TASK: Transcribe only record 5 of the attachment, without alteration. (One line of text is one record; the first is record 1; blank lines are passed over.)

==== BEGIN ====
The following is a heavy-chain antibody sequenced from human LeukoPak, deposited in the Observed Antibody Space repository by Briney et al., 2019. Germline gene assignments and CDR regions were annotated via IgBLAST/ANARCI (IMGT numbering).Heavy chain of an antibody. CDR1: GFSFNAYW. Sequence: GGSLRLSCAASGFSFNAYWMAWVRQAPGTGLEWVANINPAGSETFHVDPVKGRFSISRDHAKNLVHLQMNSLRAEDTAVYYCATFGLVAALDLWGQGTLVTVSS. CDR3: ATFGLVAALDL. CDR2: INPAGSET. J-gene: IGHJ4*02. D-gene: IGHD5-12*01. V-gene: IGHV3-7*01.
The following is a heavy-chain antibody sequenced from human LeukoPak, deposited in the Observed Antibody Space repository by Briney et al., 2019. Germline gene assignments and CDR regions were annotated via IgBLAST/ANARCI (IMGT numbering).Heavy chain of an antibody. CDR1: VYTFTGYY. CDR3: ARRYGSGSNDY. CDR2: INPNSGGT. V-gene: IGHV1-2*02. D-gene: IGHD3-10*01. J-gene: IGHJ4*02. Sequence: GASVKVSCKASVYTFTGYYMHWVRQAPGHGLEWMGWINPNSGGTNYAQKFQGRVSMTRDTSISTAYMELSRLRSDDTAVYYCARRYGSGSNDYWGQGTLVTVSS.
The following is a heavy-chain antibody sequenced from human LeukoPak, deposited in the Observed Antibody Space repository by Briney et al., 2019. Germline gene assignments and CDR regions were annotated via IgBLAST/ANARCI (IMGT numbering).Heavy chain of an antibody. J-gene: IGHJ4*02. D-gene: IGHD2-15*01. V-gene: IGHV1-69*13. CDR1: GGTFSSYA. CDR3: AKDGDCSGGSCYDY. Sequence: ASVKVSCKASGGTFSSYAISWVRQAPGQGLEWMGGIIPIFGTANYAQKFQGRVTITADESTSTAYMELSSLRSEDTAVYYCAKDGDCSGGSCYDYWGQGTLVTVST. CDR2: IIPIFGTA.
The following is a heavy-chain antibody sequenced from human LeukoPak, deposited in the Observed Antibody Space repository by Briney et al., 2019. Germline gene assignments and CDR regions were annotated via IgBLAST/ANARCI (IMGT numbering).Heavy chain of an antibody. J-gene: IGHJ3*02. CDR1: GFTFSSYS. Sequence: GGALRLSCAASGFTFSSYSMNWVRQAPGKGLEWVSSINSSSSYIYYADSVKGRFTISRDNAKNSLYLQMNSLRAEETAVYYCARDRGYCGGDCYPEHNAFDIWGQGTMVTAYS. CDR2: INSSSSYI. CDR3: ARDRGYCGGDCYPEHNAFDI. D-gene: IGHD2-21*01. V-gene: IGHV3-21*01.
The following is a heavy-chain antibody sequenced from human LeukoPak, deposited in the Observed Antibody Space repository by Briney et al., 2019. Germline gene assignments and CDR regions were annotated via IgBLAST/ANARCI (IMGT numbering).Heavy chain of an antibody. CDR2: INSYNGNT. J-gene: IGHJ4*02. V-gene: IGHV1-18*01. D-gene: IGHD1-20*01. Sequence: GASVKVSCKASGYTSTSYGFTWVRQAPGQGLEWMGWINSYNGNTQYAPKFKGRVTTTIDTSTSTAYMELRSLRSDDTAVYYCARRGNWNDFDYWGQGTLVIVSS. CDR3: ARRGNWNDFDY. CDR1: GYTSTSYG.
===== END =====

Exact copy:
The following is a heavy-chain antibody sequenced from human LeukoPak, deposited in the Observed Antibody Space repository by Briney et al., 2019. Germline gene assignments and CDR regions were annotated via IgBLAST/ANARCI (IMGT numbering).Heavy chain of an antibody. CDR2: INSYNGNT. J-gene: IGHJ4*02. V-gene: IGHV1-18*01. D-gene: IGHD1-20*01. Sequence: GASVKVSCKASGYTSTSYGFTWVRQAPGQGLEWMGWINSYNGNTQYAPKFKGRVTTTIDTSTSTAYMELRSLRSDDTAVYYCARRGNWNDFDYWGQGTLVIVSS. CDR3: ARRGNWNDFDY. CDR1: GYTSTSYG.